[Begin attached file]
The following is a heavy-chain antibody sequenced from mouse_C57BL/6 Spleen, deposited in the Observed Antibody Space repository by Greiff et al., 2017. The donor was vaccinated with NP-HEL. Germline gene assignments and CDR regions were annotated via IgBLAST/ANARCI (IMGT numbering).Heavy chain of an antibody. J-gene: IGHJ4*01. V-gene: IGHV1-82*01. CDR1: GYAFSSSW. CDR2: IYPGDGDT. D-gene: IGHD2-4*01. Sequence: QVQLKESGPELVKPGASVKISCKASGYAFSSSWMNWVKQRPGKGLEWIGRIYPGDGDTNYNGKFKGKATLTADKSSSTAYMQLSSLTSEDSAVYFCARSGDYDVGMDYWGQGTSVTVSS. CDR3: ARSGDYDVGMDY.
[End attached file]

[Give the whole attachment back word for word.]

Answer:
The following is a heavy-chain antibody sequenced from mouse_C57BL/6 Spleen, deposited in the Observed Antibody Space repository by Greiff et al., 2017. The donor was vaccinated with NP-HEL. Germline gene assignments and CDR regions were annotated via IgBLAST/ANARCI (IMGT numbering).Heavy chain of an antibody. J-gene: IGHJ4*01. V-gene: IGHV1-82*01. CDR1: GYAFSSSW. CDR2: IYPGDGDT. D-gene: IGHD2-4*01. Sequence: QVQLKESGPELVKPGASVKISCKASGYAFSSSWMNWVKQRPGKGLEWIGRIYPGDGDTNYNGKFKGKATLTADKSSSTAYMQLSSLTSEDSAVYFCARSGDYDVGMDYWGQGTSVTVSS. CDR3: ARSGDYDVGMDY.